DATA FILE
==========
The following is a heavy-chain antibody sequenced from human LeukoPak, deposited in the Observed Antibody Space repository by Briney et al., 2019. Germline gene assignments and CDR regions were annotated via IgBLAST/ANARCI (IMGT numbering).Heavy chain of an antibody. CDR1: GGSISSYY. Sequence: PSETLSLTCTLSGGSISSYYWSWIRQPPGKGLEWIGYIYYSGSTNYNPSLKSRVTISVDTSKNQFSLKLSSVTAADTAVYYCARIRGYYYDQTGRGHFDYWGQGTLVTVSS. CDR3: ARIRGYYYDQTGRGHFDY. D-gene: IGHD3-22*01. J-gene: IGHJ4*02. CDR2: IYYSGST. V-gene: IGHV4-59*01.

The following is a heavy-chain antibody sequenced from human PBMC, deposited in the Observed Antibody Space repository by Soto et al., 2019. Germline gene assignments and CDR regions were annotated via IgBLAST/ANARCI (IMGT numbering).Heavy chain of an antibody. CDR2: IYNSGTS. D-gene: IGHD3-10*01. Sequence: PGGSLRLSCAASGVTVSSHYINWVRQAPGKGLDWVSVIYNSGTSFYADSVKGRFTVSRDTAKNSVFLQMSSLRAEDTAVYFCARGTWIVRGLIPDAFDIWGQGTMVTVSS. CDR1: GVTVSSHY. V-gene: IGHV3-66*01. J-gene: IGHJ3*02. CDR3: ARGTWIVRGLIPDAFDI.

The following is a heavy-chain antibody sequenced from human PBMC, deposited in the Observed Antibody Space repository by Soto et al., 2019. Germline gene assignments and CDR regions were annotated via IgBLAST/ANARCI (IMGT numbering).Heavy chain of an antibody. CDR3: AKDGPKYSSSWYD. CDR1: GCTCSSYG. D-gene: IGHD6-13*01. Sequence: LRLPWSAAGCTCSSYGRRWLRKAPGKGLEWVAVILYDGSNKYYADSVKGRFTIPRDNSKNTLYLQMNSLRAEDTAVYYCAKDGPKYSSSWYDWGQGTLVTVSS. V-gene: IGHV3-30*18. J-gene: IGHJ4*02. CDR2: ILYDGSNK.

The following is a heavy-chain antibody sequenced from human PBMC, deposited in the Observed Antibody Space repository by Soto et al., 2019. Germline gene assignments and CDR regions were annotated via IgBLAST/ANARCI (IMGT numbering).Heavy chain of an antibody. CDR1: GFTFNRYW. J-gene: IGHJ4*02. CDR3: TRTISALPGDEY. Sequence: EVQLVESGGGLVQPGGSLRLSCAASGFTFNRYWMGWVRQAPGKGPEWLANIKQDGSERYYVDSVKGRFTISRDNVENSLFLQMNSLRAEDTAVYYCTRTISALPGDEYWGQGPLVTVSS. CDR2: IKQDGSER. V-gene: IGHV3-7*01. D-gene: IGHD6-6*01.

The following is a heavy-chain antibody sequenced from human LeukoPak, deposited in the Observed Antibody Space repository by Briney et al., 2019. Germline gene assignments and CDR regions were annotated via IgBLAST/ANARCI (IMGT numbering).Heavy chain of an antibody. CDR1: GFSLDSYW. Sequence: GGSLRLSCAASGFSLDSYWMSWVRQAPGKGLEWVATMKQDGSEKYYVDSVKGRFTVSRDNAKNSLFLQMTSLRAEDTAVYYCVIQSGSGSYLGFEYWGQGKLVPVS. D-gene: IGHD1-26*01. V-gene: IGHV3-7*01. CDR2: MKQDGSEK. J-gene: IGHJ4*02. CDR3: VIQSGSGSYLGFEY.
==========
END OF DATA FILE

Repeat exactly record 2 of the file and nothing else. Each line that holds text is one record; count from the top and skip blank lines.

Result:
The following is a heavy-chain antibody sequenced from human PBMC, deposited in the Observed Antibody Space repository by Soto et al., 2019. Germline gene assignments and CDR regions were annotated via IgBLAST/ANARCI (IMGT numbering).Heavy chain of an antibody. CDR2: IYNSGTS. D-gene: IGHD3-10*01. Sequence: PGGSLRLSCAASGVTVSSHYINWVRQAPGKGLDWVSVIYNSGTSFYADSVKGRFTVSRDTAKNSVFLQMSSLRAEDTAVYFCARGTWIVRGLIPDAFDIWGQGTMVTVSS. CDR1: GVTVSSHY. V-gene: IGHV3-66*01. J-gene: IGHJ3*02. CDR3: ARGTWIVRGLIPDAFDI.